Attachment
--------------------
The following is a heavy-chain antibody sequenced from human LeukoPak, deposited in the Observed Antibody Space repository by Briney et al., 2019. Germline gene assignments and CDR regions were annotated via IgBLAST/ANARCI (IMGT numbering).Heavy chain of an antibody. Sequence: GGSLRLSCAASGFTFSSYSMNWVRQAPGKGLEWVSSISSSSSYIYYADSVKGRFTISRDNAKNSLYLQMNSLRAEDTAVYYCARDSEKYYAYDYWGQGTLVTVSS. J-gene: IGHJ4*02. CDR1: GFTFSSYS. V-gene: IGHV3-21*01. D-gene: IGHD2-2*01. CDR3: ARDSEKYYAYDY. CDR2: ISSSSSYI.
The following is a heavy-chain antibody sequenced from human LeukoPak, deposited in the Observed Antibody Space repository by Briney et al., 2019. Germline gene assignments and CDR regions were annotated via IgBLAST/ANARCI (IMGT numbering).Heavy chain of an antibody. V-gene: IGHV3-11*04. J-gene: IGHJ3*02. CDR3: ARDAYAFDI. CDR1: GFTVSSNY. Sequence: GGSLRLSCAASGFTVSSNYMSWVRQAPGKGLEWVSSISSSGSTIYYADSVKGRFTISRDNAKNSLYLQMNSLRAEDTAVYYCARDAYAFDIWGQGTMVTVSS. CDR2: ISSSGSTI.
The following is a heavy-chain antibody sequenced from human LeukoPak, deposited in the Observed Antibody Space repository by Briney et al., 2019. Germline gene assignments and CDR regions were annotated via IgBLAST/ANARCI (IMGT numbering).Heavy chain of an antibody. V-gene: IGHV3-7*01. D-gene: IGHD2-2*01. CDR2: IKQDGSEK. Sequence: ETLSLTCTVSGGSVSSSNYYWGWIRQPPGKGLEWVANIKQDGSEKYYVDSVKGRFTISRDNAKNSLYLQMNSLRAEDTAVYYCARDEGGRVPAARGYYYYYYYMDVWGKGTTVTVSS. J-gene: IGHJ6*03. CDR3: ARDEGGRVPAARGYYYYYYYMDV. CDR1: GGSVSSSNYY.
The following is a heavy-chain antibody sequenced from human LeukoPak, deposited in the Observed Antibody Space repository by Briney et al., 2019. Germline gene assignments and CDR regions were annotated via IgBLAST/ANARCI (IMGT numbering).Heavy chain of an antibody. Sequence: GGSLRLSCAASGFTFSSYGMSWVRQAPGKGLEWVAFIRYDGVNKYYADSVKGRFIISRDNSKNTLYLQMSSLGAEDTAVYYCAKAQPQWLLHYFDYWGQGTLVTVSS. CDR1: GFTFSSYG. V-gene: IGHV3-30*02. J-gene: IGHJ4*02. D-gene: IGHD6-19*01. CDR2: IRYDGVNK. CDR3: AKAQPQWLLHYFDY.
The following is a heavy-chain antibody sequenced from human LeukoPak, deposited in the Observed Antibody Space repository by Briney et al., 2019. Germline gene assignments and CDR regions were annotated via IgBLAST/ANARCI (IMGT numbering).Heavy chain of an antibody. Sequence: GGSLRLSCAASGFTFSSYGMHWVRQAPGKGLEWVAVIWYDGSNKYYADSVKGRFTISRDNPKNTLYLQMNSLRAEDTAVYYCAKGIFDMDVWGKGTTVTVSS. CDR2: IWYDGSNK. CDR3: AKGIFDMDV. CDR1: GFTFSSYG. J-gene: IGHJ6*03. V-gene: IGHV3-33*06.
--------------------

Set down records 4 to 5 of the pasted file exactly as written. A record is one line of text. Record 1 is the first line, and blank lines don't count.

The following is a heavy-chain antibody sequenced from human LeukoPak, deposited in the Observed Antibody Space repository by Briney et al., 2019. Germline gene assignments and CDR regions were annotated via IgBLAST/ANARCI (IMGT numbering).Heavy chain of an antibody. Sequence: GGSLRLSCAASGFTFSSYGMSWVRQAPGKGLEWVAFIRYDGVNKYYADSVKGRFIISRDNSKNTLYLQMSSLGAEDTAVYYCAKAQPQWLLHYFDYWGQGTLVTVSS. CDR1: GFTFSSYG. V-gene: IGHV3-30*02. J-gene: IGHJ4*02. D-gene: IGHD6-19*01. CDR2: IRYDGVNK. CDR3: AKAQPQWLLHYFDY.
The following is a heavy-chain antibody sequenced from human LeukoPak, deposited in the Observed Antibody Space repository by Briney et al., 2019. Germline gene assignments and CDR regions were annotated via IgBLAST/ANARCI (IMGT numbering).Heavy chain of an antibody. Sequence: GGSLRLSCAASGFTFSSYGMHWVRQAPGKGLEWVAVIWYDGSNKYYADSVKGRFTISRDNPKNTLYLQMNSLRAEDTAVYYCAKGIFDMDVWGKGTTVTVSS. CDR2: IWYDGSNK. CDR3: AKGIFDMDV. CDR1: GFTFSSYG. J-gene: IGHJ6*03. V-gene: IGHV3-33*06.